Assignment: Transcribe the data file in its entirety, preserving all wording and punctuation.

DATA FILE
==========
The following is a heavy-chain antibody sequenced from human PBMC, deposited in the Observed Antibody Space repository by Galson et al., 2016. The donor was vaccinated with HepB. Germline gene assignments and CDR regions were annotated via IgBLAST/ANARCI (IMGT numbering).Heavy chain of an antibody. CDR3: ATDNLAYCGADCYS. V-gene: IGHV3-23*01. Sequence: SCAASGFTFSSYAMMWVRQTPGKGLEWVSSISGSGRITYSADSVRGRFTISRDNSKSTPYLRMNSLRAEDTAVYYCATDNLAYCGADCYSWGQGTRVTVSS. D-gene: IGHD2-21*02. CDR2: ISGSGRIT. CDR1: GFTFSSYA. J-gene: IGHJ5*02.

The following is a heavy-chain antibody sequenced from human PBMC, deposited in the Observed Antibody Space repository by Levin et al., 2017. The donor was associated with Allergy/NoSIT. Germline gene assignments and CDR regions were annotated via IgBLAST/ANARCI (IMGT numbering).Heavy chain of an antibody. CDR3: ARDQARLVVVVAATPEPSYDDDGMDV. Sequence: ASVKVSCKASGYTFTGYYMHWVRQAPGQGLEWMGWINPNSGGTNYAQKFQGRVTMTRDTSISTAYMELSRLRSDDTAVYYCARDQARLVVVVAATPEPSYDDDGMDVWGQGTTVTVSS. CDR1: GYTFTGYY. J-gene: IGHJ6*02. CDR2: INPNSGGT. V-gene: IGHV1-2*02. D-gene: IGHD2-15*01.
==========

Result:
The following is a heavy-chain antibody sequenced from human PBMC, deposited in the Observed Antibody Space repository by Galson et al., 2016. The donor was vaccinated with HepB. Germline gene assignments and CDR regions were annotated via IgBLAST/ANARCI (IMGT numbering).Heavy chain of an antibody. CDR3: ATDNLAYCGADCYS. V-gene: IGHV3-23*01. Sequence: SCAASGFTFSSYAMMWVRQTPGKGLEWVSSISGSGRITYSADSVRGRFTISRDNSKSTPYLRMNSLRAEDTAVYYCATDNLAYCGADCYSWGQGTRVTVSS. D-gene: IGHD2-21*02. CDR2: ISGSGRIT. CDR1: GFTFSSYA. J-gene: IGHJ5*02.

The following is a heavy-chain antibody sequenced from human PBMC, deposited in the Observed Antibody Space repository by Levin et al., 2017. The donor was associated with Allergy/NoSIT. Germline gene assignments and CDR regions were annotated via IgBLAST/ANARCI (IMGT numbering).Heavy chain of an antibody. CDR3: ARDQARLVVVVAATPEPSYDDDGMDV. Sequence: ASVKVSCKASGYTFTGYYMHWVRQAPGQGLEWMGWINPNSGGTNYAQKFQGRVTMTRDTSISTAYMELSRLRSDDTAVYYCARDQARLVVVVAATPEPSYDDDGMDVWGQGTTVTVSS. CDR1: GYTFTGYY. J-gene: IGHJ6*02. CDR2: INPNSGGT. V-gene: IGHV1-2*02. D-gene: IGHD2-15*01.